Amphotericin B (conventional and liposomal)


  • amphipathic and amphoteric polyene macrolide (derived from Streptomyces nodosus)
  • Anti-fungal agent


IV formulations

  • Conventional amphotericin B (C-AMB) 
    • 50,000 units/vial
    • Formulated with deoxycholate, which forms micelles (0.035 nm) to overcome water insolubility of amphotericin B at pH 7
    • Yellow powder that forms a colloid of 0.4um particles in water (can be trapped by 0.22um filters used in IV lines)
  • Liposomal amphotericin B (L-AMB)
    • 50mg vials
    • Lyophilised powder
    • Small (100 nm), unilamellar liposomal vesicle formulation when resonconstituted with sterile water for IV use
  • Other lipid formulations with distinct pharmacological characteristics also exist:
    • amphotericin B colloidal dispersion (ABCD) containing cholesteryl sulfate
    • amphotericin B lipid complex (ABLC) formulations containing 2 phospholipids


  • Amphotericin lozenge 20mg (oral topical use)



  • 0.3-0.6 mg/kg IV via slow infusion (e.g. 6 hours) in 5% glucose via a dedicated line


  • 3-6 mg/kg IV over 1-2 hours via a dedicated or 5% glucose-flushed line

Alternate routes have been used:

  • Intra-thecal C-AMB for Coccidiodes meningitis
  • Intra-ocular C-AMB (and vitrectomy) for fungal endophthalmitis
  • Inhalational L-AMB


Deep and/or systemic mycoses including:

  • Candida esophagitis and systemic candidiasis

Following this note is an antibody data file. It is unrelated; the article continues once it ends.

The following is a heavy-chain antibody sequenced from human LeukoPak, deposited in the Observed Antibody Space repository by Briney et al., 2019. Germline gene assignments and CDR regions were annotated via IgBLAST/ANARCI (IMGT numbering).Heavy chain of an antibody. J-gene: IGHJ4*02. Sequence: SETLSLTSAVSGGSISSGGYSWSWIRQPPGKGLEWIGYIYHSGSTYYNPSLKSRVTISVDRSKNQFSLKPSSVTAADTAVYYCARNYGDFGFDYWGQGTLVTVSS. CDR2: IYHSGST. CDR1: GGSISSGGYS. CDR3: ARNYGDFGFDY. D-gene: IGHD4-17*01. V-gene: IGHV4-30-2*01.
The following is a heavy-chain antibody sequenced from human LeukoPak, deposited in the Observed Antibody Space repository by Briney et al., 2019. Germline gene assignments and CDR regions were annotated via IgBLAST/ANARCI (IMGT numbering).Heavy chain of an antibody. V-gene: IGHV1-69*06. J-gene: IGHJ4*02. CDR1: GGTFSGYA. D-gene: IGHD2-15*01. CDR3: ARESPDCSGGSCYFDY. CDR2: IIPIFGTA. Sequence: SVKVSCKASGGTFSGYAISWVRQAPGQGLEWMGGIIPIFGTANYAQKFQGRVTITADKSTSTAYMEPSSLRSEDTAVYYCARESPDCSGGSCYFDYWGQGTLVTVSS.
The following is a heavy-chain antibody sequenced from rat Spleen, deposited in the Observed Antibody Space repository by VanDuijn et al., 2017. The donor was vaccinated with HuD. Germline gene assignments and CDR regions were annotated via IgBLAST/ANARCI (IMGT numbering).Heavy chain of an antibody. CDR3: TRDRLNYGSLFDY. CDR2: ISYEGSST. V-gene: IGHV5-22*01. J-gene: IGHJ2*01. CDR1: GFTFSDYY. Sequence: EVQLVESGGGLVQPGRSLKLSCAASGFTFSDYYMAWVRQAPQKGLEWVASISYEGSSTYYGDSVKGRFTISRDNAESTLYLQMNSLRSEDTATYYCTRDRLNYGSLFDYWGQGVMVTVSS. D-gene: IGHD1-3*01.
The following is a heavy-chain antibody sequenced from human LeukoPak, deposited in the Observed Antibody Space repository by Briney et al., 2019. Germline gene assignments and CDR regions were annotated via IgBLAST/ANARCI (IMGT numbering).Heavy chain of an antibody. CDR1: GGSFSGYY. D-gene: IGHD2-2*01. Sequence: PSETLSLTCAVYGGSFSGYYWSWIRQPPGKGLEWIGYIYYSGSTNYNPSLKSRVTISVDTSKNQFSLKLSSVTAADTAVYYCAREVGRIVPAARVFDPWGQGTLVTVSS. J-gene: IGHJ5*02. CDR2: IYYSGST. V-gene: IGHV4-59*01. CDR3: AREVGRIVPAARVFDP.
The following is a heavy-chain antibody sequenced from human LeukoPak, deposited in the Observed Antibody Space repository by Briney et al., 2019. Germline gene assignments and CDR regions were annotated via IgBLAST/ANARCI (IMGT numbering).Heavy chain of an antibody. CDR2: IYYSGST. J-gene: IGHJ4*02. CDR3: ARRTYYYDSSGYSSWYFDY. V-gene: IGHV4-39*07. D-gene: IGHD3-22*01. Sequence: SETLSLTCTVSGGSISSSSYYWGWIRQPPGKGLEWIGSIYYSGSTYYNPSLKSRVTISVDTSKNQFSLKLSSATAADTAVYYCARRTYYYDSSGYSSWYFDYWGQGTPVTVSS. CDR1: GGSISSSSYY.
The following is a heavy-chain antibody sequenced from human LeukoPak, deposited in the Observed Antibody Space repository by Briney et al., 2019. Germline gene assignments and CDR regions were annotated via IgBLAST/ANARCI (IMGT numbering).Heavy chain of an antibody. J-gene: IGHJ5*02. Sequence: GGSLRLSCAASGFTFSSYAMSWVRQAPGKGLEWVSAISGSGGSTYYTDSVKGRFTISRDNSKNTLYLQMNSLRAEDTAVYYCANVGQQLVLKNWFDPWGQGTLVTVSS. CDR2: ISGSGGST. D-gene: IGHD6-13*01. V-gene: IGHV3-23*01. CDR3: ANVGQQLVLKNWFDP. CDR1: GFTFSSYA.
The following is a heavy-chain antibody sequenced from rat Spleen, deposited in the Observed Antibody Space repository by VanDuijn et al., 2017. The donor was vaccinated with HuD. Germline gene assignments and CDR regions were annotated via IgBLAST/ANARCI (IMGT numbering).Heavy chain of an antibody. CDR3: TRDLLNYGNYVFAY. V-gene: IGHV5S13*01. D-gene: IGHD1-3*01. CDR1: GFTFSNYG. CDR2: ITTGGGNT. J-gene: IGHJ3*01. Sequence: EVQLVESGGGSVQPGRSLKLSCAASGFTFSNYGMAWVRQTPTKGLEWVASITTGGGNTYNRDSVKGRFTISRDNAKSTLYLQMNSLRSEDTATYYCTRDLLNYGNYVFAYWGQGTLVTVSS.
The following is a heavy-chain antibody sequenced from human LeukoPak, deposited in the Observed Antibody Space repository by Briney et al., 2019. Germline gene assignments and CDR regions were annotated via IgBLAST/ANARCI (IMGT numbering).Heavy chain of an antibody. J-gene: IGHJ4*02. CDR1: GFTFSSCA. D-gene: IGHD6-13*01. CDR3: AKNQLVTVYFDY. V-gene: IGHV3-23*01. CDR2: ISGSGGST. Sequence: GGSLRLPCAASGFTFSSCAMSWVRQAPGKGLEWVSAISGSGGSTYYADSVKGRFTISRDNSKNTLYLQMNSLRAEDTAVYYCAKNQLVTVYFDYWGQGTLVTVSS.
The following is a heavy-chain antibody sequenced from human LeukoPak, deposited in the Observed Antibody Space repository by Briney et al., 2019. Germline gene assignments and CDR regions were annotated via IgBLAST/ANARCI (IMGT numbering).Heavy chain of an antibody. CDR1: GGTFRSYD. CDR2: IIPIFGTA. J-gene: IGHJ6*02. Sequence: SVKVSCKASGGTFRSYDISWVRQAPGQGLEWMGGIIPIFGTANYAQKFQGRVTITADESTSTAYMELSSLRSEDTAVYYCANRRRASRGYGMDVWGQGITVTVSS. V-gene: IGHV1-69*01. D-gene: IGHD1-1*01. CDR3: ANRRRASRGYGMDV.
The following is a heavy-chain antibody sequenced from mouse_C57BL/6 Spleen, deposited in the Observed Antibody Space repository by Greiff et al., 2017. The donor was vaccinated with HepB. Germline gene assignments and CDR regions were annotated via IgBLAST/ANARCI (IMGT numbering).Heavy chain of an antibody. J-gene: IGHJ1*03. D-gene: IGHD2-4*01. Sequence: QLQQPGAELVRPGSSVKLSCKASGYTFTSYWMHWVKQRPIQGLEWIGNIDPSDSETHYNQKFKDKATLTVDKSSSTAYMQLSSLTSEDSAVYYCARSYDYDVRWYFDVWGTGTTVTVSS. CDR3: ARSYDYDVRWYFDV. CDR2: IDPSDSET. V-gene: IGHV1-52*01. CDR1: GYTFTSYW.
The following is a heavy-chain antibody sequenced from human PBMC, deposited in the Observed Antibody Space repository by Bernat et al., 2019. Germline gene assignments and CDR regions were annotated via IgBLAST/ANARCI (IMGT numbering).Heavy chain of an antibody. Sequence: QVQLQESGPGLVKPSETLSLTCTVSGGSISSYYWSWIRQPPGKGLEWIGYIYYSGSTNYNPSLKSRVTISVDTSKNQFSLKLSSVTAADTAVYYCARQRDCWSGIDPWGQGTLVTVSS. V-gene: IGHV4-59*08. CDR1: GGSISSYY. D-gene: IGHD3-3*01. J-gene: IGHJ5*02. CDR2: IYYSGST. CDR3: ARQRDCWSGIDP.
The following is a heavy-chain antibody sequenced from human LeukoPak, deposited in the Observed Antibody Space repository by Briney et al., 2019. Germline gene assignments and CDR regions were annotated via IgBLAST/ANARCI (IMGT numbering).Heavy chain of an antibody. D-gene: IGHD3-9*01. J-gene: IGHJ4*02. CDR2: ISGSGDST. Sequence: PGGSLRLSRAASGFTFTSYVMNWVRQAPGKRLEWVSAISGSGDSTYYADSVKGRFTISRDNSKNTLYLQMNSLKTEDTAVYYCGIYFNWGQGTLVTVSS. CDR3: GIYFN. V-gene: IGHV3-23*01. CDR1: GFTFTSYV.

• Invasive mucormycosis 
  • Cryptococcal meningitis (with-5 flucyosine)
  • Severe or rapidly progressive endemic mycoses (histoplasmosis, blastomycosis, coccidiomycosis, penicilliosis)
  • invasive aspergillosis (salvage therapy)
  • Neutropenic sepsis unresponsive to anti-bacterials

Protozoal infections:

  • Amoebic meningitis
  • Leishmaniasis


Known hypersensitivity


  • Dose adjust if:
    • renal impairment
    • renal replacement therapy
    • Cardiac dysfunction (may not tolerate infusino reactions)

Where possible, azoles or echinocandins are generally preferred due to their favourable adverse effect profiles


  • Amphotericin B binds ergosterol in the membrane of sensitive fungi
    • forms aggregates that sequester ergosterol and disrupt cell membrane function resulting in fungal cell death and/or form pores that increase cell membrane permeability and leakage resulting in cell death (K+ and Mg2+ efflux,inhibition of glycolysis, and influx of protons)
    • Infusion reactions are due to induction of proinflammatory response in innate immunity cells signalling through TLR2 and CD14. L-AMB diverts this to a TL4 response resulting in less upregulation of the pro-inflammatory response and an attenuated infusion reaction.